It’s the small stuff that counts: The Aliens, a review

Chris W. Cook, Evan Hall, Michael Vetsch in The Aliens. Photo by db photographics.

By Liz Nicholls,

When stubbing out a cigarette or trying to bring on a sneeze count  as flurries of activity, you’re in the brave theatrical world of Annie Baker. Kicking over a plastic chair? Downright revolutionary.

The fallback term ‘slacker’ barely skims the meticulously detailed surfaces of the characters we meet in Baker’s The Aliens, hanging out behind a small-town Vermont coffee shop. Taylor Chadwick’s What It Is production — a theatre company name that seems particularly à propos in the case of Baker’s uniquely subtle theatricality — opens Theatre Network’s Roxy Performance Series.

It’s Edmonton’s first chance to see this mesmerizing 2010 play by the young American Pulitzer Prize winner (The Flick, Circle Mirror Transformation, Body Awareness, John). And see it you really should, since you’ll be seeing three thoughtful, observantly unforced performances by a trio of fine young Edmonton actors. And you’ll be seeing them in a production that lets the meaning and feel of the piece sneak up on you.

This kind of dot by dot naturalism isn’t as easy as it sounds — not in an art form like theatre that relies heavily on stylization, the big strokes. Baker’s art is in the small strokes, and this production knows it.   

Jasper (Evan Hall) and KJ (Chris W. Cook) hang out on a more or less permanent basis, smoking, drinking magic mushroom tea and ruminating at the picnic table out back of a small-town Vermont cafe, next to the garbage and recycle (realized in impeccable detail by designer Liza Xenzova).

There is zero exposition and neither guy is exactly a windbag; au contraire, the dialogue is, mainly, unspoken (if that isn’t an oxymoron), a matter of a few sparse words and pauses that seem to go on forever. But we do learn that at age 30, they’re drop-outs, underachievers in the scholastic department with better things to do. Things of a creative nature. Like song writing and being in a band, if only they could settle on a name (there’s a long and amusing list of rejected possibilities, among them Hieronymus Blast, The New Humans, and The Aliens, named for a Charles Bukowski poem). They actually perform oddball songs by a trio of writers

Or, in the case of Jasper, writing a novel (also named for a Bukowski poem), trying to use seething resentment about a recent breakup to turn loss into something intense on the page. 

They’re not without talent; they’re … well, what? Stalled, I guess. Short on translating talent into something with forward momentum. In short, they’re aliens, outsiders looking in. And they’ve found models, like Bukowski, Kerouac, Millier, who validate the kind of creative alienation they’re into.

In other hands than Baker’s, they’d have satirical targets on their backs; her weird and distinctive kind of comedy treats them with considerable affection. And Cook and Hall are on the money, both individually and in the friend chemistry that makes them alert to microscopic changes in the vibe between them.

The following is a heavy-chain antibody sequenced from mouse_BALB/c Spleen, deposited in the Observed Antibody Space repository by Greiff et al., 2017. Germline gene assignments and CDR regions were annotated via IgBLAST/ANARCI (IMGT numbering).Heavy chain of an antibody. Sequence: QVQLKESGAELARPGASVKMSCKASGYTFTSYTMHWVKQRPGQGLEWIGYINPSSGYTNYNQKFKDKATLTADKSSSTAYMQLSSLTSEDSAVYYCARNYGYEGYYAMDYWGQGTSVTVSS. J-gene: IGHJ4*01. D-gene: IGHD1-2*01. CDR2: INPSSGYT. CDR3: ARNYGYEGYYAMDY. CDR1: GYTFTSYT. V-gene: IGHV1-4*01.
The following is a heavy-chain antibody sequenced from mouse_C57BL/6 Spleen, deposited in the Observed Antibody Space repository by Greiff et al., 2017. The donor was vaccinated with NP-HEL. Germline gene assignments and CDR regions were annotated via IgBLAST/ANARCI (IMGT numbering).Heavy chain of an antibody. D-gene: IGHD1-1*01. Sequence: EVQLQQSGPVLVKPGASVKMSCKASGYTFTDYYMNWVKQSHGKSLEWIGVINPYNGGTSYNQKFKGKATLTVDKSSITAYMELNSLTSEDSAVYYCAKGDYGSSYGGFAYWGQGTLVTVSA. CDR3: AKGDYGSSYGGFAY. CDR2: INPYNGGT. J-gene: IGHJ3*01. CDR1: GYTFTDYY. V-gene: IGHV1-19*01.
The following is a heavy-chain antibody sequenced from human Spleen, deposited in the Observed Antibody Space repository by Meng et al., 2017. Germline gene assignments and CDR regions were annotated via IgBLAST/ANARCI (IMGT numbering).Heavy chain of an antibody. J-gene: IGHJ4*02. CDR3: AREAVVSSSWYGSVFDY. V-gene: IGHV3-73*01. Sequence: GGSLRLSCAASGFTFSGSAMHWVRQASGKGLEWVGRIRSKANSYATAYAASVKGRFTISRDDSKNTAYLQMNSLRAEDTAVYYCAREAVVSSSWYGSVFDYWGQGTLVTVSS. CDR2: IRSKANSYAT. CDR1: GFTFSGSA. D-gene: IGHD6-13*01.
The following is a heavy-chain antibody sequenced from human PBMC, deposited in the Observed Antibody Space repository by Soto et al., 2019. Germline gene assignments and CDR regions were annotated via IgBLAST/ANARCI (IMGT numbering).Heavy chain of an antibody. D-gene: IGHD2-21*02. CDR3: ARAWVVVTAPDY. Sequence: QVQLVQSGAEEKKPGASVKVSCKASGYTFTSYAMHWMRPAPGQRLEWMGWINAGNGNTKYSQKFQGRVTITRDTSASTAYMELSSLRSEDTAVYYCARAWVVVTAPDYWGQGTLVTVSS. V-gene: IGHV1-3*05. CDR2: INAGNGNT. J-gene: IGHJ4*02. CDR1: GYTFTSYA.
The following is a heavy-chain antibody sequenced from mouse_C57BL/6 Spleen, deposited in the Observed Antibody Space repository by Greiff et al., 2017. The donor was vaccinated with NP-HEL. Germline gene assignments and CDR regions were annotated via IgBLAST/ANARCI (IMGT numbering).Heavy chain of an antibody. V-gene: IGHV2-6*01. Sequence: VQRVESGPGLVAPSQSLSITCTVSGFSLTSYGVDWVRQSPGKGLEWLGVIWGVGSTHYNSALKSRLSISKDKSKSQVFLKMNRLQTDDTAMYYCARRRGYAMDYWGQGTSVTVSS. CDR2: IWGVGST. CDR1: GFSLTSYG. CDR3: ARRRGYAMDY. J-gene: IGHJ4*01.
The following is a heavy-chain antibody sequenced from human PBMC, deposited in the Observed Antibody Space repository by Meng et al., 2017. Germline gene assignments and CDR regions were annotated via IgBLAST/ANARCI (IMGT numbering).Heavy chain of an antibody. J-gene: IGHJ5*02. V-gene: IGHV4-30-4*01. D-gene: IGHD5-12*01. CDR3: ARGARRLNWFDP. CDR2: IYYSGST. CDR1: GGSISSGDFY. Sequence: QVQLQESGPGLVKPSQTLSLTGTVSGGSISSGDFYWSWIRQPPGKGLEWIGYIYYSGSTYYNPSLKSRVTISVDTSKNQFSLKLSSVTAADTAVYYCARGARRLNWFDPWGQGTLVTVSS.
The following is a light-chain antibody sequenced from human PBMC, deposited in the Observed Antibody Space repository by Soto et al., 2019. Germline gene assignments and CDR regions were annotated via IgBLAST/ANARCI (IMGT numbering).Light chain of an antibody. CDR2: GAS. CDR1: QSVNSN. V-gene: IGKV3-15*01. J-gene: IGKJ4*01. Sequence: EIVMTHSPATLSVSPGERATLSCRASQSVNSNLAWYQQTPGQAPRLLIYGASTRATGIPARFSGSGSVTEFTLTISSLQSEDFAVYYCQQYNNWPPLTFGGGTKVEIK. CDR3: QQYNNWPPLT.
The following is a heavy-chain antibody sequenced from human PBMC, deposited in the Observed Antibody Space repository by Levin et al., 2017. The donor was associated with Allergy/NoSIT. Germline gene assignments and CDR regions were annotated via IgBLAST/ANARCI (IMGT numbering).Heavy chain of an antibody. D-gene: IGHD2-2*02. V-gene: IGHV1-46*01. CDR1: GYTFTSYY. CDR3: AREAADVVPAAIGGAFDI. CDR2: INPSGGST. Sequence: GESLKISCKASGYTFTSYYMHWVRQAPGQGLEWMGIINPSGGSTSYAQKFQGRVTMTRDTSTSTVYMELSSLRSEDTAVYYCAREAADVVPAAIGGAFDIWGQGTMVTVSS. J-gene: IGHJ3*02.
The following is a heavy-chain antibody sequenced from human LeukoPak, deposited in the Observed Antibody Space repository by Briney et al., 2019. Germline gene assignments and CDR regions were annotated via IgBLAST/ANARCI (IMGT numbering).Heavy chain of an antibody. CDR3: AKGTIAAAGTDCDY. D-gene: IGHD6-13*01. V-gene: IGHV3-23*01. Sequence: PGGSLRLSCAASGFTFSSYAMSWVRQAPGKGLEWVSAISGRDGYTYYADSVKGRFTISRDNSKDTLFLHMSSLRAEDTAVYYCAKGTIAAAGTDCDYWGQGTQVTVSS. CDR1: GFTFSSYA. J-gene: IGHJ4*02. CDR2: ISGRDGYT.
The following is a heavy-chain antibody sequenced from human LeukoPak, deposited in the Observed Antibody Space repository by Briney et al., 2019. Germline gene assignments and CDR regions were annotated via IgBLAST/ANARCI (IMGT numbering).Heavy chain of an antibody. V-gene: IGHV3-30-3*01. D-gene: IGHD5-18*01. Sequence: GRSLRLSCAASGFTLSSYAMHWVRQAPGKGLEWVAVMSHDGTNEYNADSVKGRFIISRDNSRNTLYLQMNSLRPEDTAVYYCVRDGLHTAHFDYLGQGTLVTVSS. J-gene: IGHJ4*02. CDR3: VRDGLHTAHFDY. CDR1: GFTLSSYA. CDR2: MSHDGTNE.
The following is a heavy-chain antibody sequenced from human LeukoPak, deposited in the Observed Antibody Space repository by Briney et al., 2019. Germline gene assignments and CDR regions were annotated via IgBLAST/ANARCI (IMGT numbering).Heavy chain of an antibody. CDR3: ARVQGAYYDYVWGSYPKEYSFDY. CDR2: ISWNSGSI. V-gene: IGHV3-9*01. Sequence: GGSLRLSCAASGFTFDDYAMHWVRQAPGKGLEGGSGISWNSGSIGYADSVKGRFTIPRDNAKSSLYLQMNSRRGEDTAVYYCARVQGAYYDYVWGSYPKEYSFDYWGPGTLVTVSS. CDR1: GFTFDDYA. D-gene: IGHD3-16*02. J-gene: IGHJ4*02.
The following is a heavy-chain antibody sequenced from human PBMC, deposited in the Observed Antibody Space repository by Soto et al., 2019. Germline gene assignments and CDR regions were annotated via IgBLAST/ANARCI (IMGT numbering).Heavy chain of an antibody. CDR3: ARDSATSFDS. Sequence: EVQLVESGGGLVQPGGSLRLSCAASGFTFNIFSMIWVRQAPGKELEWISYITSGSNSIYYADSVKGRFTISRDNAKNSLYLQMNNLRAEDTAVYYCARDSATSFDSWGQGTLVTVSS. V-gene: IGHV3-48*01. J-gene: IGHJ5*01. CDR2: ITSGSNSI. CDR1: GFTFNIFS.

They seem to be zoned out, suspended in an ether of non-activity that makes standing up seem like the charge of the light brigade. But Hall as Jasper, the broodier of the two, retreats into silences with a kind of angry pulse to them. His pal KJ, the shroom tea-drinker who lives with his new-age-y mom and has a history of “breakdown,” has a kind of aimless stoner smile to his inward gaze. But when it comes to appreciating his friend’s creative output, he’s there; he listens to Jasper reading his latest chapter with unexpected focus. 

Michael Vetsch, Evan Hall in The Aliens. Photo by db photographics.

The arrival on the scene of a young cafe employee clutching a garbage gives them an audience beyond themselves. Evan, the nervous loner high school kid sent to remind them that it’s an “employees only” space and they have to leave, is played with surpassing awkwardness by the terrific newcomer Michael Vetsch, who has the general demeanour of an anxious beagle and holds in trust until further notice he furrowed-brow record for the season.

Michael Vetsch, Chris W. Cook, Evan Hall in The Aliens. Photo by db photographics.

KJ and Jasper move on to offer their fellow misfit and acolyte a cig, and include him in their non-activity. I’m still smiling, in a wincing sort of way, at the memory of their July 4 “celebration.” Evan’s life is changed. 

Things take a surprising turn in Act II. Will this subtly drawn world of tiny details and inconsequential throwaway exchanges be elastic enough for an uncontainably large, tragic event? Chadwick’s compelling production makes bold choices; you can imagine others, but his do work. You’ll see; I mustn’t say more.

The Aliens does something radical; it replaces “larger-than-life” with “as small as life.” But as this strange but strangely familiar play captures, life keeps it comin’, in waves, and thoughts, trailing inconsequential fragments of dialogue. Don’t sweat the small stuff, but it’s the small stuff that counts.


The Aliens

Theatre: What It Is Productions, in the Roxy Performance Series

Written by: Annie Baker

Directed by: Taylor Chadwick

Starring: Chris W. Cook, Evan Hall, Michael Vetch

Where: Theatre Network at the Roxy, 8529 Gateway Blvd.

Running: through Oct. 22

Tickets: 780-453-2440,

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